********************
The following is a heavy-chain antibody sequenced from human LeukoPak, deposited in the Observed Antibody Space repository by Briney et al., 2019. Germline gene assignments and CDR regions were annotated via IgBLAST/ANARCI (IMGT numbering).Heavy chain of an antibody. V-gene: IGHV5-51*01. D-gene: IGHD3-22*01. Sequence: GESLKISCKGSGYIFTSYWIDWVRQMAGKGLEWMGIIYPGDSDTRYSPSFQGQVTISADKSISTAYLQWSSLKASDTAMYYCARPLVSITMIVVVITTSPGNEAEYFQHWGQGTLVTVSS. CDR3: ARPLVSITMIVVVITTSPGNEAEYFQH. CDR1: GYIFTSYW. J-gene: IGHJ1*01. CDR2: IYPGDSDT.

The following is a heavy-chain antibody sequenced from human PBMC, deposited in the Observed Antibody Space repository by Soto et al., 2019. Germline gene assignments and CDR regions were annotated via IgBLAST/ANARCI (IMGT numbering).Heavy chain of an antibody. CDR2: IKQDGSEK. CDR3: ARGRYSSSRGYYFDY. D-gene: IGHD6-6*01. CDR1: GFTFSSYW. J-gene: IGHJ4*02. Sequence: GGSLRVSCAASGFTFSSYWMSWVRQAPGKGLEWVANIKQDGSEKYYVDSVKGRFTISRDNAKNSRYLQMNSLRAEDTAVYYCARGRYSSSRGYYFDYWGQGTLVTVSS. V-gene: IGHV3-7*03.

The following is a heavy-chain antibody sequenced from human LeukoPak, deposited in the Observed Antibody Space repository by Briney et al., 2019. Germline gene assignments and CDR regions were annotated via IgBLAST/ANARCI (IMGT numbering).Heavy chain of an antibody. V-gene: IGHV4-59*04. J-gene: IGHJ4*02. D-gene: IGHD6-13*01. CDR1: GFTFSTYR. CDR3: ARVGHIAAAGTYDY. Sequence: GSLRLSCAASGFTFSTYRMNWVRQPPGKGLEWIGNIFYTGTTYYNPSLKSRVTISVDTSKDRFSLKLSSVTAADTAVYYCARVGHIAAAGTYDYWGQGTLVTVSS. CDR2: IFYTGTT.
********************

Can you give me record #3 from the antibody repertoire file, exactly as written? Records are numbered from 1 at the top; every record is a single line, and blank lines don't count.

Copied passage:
The following is a heavy-chain antibody sequenced from human LeukoPak, deposited in the Observed Antibody Space repository by Briney et al., 2019. Germline gene assignments and CDR regions were annotated via IgBLAST/ANARCI (IMGT numbering).Heavy chain of an antibody. V-gene: IGHV4-59*04. J-gene: IGHJ4*02. D-gene: IGHD6-13*01. CDR1: GFTFSTYR. CDR3: ARVGHIAAAGTYDY. Sequence: GSLRLSCAASGFTFSTYRMNWVRQPPGKGLEWIGNIFYTGTTYYNPSLKSRVTISVDTSKDRFSLKLSSVTAADTAVYYCARVGHIAAAGTYDYWGQGTLVTVSS. CDR2: IFYTGTT.